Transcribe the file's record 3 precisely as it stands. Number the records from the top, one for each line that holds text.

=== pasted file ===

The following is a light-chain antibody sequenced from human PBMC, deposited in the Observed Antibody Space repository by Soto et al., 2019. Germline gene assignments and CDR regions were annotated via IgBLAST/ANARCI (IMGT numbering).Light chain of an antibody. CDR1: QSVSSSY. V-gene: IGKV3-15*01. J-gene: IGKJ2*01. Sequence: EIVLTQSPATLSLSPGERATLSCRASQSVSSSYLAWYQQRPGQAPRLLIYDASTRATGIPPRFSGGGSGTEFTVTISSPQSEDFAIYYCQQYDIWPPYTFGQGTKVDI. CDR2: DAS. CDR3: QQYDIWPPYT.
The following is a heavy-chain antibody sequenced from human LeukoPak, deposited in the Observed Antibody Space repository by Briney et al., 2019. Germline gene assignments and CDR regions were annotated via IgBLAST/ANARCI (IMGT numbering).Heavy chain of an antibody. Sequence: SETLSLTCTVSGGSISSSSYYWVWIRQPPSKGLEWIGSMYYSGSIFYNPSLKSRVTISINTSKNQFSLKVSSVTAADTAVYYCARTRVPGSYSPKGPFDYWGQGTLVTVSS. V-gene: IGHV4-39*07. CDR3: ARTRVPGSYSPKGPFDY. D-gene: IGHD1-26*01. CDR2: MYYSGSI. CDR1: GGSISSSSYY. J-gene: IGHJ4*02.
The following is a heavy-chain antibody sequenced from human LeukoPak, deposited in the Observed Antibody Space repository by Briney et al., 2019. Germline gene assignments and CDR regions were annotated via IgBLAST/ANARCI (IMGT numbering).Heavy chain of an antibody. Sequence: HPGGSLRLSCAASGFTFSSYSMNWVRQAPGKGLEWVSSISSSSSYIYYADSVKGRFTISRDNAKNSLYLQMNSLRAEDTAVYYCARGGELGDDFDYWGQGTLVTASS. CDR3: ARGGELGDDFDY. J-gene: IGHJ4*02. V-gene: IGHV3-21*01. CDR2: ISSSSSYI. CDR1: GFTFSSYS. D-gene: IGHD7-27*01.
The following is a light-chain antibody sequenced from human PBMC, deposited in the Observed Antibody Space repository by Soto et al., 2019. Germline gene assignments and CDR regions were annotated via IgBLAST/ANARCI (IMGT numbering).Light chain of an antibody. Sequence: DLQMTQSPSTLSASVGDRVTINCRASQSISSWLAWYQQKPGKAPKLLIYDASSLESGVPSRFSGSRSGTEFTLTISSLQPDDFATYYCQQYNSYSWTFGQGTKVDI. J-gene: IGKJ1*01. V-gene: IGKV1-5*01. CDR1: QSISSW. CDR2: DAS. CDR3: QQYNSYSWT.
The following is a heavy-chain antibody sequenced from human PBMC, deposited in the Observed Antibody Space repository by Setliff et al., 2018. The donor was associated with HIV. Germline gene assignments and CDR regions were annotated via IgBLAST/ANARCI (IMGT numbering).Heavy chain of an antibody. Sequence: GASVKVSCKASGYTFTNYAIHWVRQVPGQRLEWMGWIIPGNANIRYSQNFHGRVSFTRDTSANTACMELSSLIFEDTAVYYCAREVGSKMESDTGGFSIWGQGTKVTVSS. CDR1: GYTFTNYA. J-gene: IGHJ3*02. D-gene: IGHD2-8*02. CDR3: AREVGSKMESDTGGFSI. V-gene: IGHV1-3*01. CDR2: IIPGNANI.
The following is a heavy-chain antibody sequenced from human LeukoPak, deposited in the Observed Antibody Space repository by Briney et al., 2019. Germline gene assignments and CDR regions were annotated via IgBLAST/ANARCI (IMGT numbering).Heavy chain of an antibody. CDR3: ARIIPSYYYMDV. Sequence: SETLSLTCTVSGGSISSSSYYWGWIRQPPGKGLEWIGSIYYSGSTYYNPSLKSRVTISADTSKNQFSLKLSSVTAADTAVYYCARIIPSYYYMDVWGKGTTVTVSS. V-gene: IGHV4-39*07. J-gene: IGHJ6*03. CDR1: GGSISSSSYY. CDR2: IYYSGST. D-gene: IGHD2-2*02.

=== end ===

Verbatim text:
The following is a heavy-chain antibody sequenced from human LeukoPak, deposited in the Observed Antibody Space repository by Briney et al., 2019. Germline gene assignments and CDR regions were annotated via IgBLAST/ANARCI (IMGT numbering).Heavy chain of an antibody. Sequence: HPGGSLRLSCAASGFTFSSYSMNWVRQAPGKGLEWVSSISSSSSYIYYADSVKGRFTISRDNAKNSLYLQMNSLRAEDTAVYYCARGGELGDDFDYWGQGTLVTASS. CDR3: ARGGELGDDFDY. J-gene: IGHJ4*02. V-gene: IGHV3-21*01. CDR2: ISSSSSYI. CDR1: GFTFSSYS. D-gene: IGHD7-27*01.